Margolin: After Coronavirus Response, Older Generations Must Step Up for Youth
With younger generations willingly adopting the tough constraints required to #FlattenTheCurve on the coronavirus, a Gen Z climate campaigner from the United States says it’ll soon be time for older generations to make the equal and opposite sacrifices to get the climate crisis under control.
Writing for the Washington Post, 18-year-old climate justice campaigner and Zero Hour founder Jamie Margolin recounts four years of excuses from political leaders, all of them insisting it would be impossible to transform the country’s economy. The caution has come from across the spectrum—from House Speaker Nancy Pelosi and former vice president Joe Biden, to Republican Rep. Garret Graves and former reality TV star Donald Trump.
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“I’ve constantly heard the same excuses from the leaders who are supposed to protect me, my future, and the future of generations to come,” Margolin writes. “Well, the coronavirus pandemic has blown their cover. It has exposed how government leaders, and the American public, actually can make immediate, dramatic behavioural changes—even when those changes have serious consequences for the economy and our quality of life. It’s just that, until now, they haven’t been willing to.”
Margolin says she’s accepted social distancing restrictions and is encouraging friends and peers to do the same “immediately and gladly, because I will make sacrifices to keep us all healthy.” But “the way the coronavirus disproportionately affects older people is the exact way the climate crisis disproportionately affects young people,” she notes. And yet the reciprocal actions from older generations—a fossil fuel shutdown, controlling factory farming and animal agriculture, building mass transit, setting a 2030 target for net-zero emissions—have all been written off as too inconvenient and too expensive.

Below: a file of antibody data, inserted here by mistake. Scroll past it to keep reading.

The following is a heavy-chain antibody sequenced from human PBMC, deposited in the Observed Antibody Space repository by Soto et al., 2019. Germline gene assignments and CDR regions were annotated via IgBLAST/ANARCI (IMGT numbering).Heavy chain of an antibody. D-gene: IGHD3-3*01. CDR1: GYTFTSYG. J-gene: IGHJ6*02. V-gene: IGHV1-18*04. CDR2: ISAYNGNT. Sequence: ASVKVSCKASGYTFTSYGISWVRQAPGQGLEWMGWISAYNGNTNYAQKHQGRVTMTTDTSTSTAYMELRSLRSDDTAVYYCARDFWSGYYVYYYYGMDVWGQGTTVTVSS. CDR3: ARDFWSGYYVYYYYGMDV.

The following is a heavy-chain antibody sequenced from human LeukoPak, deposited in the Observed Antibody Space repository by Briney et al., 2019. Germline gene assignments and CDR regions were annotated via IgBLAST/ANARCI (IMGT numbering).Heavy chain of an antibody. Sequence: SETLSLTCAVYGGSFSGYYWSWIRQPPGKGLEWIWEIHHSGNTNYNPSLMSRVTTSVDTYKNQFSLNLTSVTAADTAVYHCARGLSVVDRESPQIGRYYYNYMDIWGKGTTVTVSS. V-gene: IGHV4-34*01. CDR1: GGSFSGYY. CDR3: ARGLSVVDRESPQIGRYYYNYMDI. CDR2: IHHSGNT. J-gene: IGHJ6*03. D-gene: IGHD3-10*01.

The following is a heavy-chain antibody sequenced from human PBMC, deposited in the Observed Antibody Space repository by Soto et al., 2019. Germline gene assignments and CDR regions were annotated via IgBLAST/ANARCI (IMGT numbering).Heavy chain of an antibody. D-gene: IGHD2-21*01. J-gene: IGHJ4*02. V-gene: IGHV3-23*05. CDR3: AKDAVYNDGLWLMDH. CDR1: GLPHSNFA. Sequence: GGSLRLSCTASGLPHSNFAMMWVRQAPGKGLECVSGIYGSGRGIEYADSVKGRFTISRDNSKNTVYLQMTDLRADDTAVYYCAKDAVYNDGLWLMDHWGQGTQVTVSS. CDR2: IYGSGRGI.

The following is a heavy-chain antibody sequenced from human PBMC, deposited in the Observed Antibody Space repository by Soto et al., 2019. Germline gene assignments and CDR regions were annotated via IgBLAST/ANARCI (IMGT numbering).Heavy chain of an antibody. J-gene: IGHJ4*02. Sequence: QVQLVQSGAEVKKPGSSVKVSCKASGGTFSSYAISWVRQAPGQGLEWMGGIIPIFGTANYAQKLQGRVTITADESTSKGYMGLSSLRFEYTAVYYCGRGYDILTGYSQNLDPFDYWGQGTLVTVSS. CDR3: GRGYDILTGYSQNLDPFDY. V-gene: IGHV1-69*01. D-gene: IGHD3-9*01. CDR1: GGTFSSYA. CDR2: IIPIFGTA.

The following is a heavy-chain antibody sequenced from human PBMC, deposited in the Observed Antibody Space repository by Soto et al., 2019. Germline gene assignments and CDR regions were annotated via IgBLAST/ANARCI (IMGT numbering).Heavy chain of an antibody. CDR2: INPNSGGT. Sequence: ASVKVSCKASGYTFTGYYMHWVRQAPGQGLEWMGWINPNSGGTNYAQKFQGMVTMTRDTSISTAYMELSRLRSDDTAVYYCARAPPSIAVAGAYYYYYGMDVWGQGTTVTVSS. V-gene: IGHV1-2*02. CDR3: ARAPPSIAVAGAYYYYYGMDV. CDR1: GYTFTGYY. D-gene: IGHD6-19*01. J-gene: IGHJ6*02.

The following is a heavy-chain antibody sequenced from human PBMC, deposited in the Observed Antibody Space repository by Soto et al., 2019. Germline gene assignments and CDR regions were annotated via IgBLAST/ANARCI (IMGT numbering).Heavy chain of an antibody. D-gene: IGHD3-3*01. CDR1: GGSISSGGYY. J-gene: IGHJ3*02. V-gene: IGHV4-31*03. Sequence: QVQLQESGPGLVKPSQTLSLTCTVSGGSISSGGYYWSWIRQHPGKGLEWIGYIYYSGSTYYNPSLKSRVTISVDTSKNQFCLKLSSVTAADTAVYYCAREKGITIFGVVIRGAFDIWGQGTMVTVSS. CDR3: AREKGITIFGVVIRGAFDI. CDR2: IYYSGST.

“It’s true: Those things are hard,” Margolin writes. “But the coronavirus has proved that they are not impossible—that people will act in an emergency when they understand that it threatens them. Under normal circumstances, the climate catastrophe seems remote, or at least remote enough,” and “there is no incentive to take inconvenient action, so the powerful claim they ‘can’t’.”
But “this pandemic shows that they simply won’t. We’ve seen schools and businesses and churches closed, and sports and entertainment events cancelled. The social and economic consequences of this emergency response have been dire, including mass layoffs and losses in profit. Our leaders have demonstrated a sudden, passionate willingness to make corporations completely modify the way they operate and to shame people into changing their habits. All of this contradicts the usual excuses for climate inaction.”
Which means that “when the worst of the illness has passed, instead of rushing to return to ‘normal’—the old, comfortable pattern of destroying the planet—we can take this opportunity to restructure our economy and society in a way that will ensure today’s children can live,” Margolin concludes. “My generation is giving up our youth—our schooling, our fun, and our freedom—so that you can see next year. When this is over, you may have to keep giving something up so that we can see the next century.”